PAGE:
Monday, March 03, 2003

I thought I'd just publish this. It's what I've been working on tonight so I might as well. For anyone who never quite understood Snowball, or the impact the program or the people involved had on my life, read this and hopefully you'll understand a tiny bit better. This is a letter that I wrote tonight to Linda Dunne, who was in charge of Snowball, a woman who I got to know very well during my high school career. And if some of you may wonder sometimes, "Why the hell is Mary such a bitch?" well part of the answer to that question is that I learned from Linda, the best of the best. Anyway, it's like 4:18, I've had a weird night, where I felt anxious and very nervous most of the time, but after a good conversation with John I am feeling a lot better. So, I'm going to go read my book which I was told tonight may be ripped away from me this weekend so I better enjoy it while I can. Later


I’ll never forget the last Snowball that I staffed. You walked casually up to me early that Friday morning, you were busy checking and rechecking a million things for the weekend but you took the time to ask me how I was feeling. I always felt nauseated the Friday mornings before the participants arrived. I told you I thought I was going to throw up, I was scared, I was anxious, and I couldn’t focus. You looked up from your papers, focused on my face and said, “Close your eyes.” I looked at you doubtingly and you again instructed me to close my eyes. I closed them right after I saw you begin to bend down toward the ground. I asked what you were doing and you calmly replied, “I’m grounding you.” You held my feet on the ground for about a minute while we both remained silent. Then you stood and told me to open my eyes. “Do you feel better?” You asked. I replied with a slow yes. You said good and were well on your way to tackling another problem before I could even process what had happened.

I have a countless number of memories involving you Linda, each one contributing in some way, however small, to who I have become. Yet this one is exceptional in that it does such an amazing job of demonstrating who you are. You are a woman of action. I’ve never seen you sit idly by as things spiral out of control. You teach by example, in everything you do, in everything you say there is a lesson; one just has to pay attention to gain a wealth of knowledge. I paid attention Linda, I learned from you. I am so thankful for the lessons that I carefully gleaned from being in the presence of a master.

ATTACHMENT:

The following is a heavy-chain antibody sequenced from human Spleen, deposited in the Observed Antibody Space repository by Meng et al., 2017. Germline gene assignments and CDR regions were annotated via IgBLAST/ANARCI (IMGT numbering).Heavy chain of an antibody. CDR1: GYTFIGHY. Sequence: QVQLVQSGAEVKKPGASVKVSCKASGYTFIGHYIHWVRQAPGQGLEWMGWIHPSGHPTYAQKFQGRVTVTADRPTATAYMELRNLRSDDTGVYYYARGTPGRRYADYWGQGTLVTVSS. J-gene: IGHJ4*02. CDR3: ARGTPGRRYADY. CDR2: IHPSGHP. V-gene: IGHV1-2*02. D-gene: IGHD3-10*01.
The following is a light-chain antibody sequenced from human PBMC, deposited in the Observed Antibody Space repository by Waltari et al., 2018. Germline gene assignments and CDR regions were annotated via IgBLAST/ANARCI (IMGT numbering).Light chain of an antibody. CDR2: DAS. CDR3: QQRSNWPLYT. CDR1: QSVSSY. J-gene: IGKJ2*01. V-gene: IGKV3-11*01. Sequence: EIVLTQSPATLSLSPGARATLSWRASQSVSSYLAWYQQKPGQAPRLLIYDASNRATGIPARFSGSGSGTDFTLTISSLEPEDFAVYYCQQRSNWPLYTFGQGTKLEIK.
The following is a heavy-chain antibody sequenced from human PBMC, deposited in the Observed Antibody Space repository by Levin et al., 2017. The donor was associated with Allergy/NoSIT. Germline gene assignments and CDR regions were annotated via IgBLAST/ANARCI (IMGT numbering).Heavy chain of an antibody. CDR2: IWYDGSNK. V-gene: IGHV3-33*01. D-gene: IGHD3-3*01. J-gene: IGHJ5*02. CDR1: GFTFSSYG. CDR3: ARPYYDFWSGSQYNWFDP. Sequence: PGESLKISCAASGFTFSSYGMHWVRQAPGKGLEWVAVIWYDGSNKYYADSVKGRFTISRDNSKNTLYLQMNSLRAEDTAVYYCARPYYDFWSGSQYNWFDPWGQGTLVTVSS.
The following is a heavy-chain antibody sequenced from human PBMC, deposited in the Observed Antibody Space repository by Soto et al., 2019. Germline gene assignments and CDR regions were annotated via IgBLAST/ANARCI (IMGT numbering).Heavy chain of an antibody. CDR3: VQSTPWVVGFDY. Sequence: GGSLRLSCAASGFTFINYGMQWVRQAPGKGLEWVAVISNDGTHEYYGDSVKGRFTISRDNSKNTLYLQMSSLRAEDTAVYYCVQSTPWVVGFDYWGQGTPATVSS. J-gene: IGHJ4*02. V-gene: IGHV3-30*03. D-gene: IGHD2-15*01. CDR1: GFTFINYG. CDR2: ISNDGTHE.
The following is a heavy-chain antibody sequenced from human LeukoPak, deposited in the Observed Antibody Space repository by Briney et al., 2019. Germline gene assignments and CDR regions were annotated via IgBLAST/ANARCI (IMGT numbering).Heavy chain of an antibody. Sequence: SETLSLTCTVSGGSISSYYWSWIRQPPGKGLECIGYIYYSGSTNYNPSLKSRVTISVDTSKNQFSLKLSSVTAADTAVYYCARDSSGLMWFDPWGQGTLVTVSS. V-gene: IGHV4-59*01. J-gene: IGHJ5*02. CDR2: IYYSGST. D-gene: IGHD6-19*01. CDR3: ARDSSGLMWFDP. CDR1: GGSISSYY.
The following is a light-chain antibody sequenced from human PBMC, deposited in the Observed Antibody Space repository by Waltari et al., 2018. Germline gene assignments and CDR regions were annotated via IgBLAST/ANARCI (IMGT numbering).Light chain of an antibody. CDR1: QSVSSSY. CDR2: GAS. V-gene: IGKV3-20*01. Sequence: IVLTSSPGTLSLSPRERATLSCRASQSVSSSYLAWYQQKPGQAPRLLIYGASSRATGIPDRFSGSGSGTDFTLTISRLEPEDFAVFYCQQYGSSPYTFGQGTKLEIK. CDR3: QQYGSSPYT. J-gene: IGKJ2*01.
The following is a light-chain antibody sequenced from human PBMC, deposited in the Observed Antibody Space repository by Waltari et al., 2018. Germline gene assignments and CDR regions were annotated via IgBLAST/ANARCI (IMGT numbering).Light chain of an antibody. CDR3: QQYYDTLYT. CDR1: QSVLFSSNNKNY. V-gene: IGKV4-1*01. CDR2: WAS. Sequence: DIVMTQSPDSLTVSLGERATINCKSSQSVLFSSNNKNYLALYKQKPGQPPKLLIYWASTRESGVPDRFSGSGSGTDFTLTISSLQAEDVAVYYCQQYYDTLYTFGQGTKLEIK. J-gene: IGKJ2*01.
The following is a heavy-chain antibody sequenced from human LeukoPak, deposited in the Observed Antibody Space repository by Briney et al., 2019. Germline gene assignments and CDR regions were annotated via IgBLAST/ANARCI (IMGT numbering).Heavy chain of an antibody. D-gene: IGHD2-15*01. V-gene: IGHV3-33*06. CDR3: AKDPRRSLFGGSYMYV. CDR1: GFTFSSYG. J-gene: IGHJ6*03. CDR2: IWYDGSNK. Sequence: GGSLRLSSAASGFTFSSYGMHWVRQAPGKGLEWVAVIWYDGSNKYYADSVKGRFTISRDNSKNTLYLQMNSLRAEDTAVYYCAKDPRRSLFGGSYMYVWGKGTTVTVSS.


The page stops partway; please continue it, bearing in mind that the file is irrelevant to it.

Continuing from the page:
That Friday morning, you came over and you “grounded me”. You held my feet to the ground when I felt like my world was crumbling around me. You made me feel safe again. You restored the order in my life, and without words you stressed the importance of silent contemplation, a focus on the present, and simply remembering to take deep breaths and enjoy life. You did it in your efficient and subtle way, bringing me back to where I needed to be. Casually moving on to something else, as if your abilities, your strengths, your innumerable talents and insights into the human spirit were nothing out of the ordinary. That morning was not the only time you “grounded me”.

I entered into my freshmen year terrified and insecure. I was extremely unhappy and unsure of who I was. Quite honestly, the only reason I went on Snowball my freshmen year was to miss a day of school. That weekend brightened up my entire world and my path in life and the connections I was to make were forever changed. I remember you there, instructing us, making sure that no one got out of control and everyone was where they were supposed to be when they were supposed to be there. I thought to myself, as you stood there and received silence immediately after you had raised your arm, "This is a powerful woman that knows how to take charge." I had experienced the magic of Snowball, it was in my blood and I knew I had to become a part of it. So I interviewed with you, and made staff.